IslingtonTribune

The independent London newspaper

Wireless Festival: two die amid calls for park ban

Revellers' deaths come after Finsbury Park neighbours' protests over noise, drug-taking and rowdy behaviour

13 July, 2018 — By Emily Finch

One of the review notices at Finsbury Park (Credit: Clive Carter)

A COMMUNITY group has made a fresh bid to block festivals taking over a popular park for months at a time as two revellers died after attending Wireless festival.

Police are investigating the death of a 20-year-old woman in hospital on Monday after “becoming ill” at the music festival on Sunday while a 16-year-old died in hospital after he collapsed in Seven Sisters Road following a suspected asthma attack.

Residents living near Finsbury Park, which borders Islington but is managed by Haringey Council, have slammed the council for blocking access to half of the park for months at a time.

Jono Kenyon, 42, who lives near the park, told the Tribune: “I’ve lived in this area for over 40 years, but this is the worst it’s been. We, as local residents, have to tolerate a lot of anti-social behaviour, with huge amounts of drug-taking in the street.

“There is drug paraphernalia all over the children’s playground. The aftermath is disgusting.”

He added: “It feels as if Haringey licensing have given up caring about this community.”

Rubbish left at the park playground (Credit: @mum_on_bike)

Another resident, Emily Turner, said streets around Finsbury Park tube station were covered in a thick layer of grime for days after the festival.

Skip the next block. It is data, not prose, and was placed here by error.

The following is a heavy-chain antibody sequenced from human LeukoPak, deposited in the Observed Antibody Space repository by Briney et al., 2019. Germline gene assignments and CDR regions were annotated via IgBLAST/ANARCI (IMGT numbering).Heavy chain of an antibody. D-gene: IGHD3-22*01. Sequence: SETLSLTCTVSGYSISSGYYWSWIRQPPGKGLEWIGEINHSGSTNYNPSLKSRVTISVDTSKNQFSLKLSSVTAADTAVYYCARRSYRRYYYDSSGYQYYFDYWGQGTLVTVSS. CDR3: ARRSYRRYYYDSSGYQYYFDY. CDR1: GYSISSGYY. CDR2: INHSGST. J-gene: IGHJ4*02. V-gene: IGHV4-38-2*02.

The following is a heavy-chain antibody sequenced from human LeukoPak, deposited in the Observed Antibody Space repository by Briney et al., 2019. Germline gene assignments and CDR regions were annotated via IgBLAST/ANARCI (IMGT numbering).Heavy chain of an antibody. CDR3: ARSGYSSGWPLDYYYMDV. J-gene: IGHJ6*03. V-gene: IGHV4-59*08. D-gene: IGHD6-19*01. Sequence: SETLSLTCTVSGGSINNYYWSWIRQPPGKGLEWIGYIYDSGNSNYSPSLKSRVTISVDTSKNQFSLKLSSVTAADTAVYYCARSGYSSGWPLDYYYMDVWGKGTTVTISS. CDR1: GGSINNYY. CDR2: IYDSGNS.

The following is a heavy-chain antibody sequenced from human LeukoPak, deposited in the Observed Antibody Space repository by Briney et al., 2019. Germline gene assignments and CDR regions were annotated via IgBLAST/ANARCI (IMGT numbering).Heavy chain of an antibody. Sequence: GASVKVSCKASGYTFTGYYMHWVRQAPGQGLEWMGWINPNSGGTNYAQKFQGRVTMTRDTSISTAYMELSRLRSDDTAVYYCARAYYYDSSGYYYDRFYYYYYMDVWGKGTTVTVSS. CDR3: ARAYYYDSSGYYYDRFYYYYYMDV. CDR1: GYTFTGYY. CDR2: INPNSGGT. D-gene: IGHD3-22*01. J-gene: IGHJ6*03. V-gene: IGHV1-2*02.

“There were just so many people on Saturday and Sunday,” she said. “Many were rowdy and, combined with football crowds, I saw a lot of women being harassed.”

Around 45,000 visited Finsbury Park on each of the three days of Wireless festival, with some travelling hundreds of miles to hear musicians Stormzy and Drake.

For the past few years community group The Friends of Finsbury Park has tirelessly campaigned to block festivals in the park because it says the green space should be preserved for use by the community.

Around half of the park is blocked by a 10ft fence between May and October for nine events.

The group mounted an unsuccessful challenge at the Court of Appeal last November when a judge ruled that Haringey Council could continue hiring out the park for large-scale events.

This week, it has submitted a licence challenge to Haringey, claiming that the organisers of Wireless, Live Nation (Music) UK, failed to prevent public nuisance and crime and disorder.

Group chairman Simon Hunt, 21, said: “The challenge is based on sound recordings we made last year. We believe the festival breaches the sound levels agreed. We have people writing to us to say their house is shaking because the bass levels are so high.”

He added: “People say they don’t want to live around here anymore. If you move to a park area you’re looking for a tranquil open space. Instead, this place has thousands of people at the weekend causing noise pollution.”

Mr Hunt said he felt positive for the future of the park after the vice-chair of his group was chosen as a councillor in Haringey during this year’s May elections.

A Haringey Council spokeswoman said: “Our clean-up team have been working at the park since the festival finished. We understand that residents have concerns and would encourage them to share them with us.

“Haringey has some fantastic green spaces and we work hard to keep them maintained all year round. We treat all complaints seriously and will aim to resolve them as swiftly as possible.”

Residents can make representations towards the review until August 2 when a licensing sub-committee will consider the application.

The organisers of Wireless festival did not respond to requests for a comment, despite numerous phone calls and emails.

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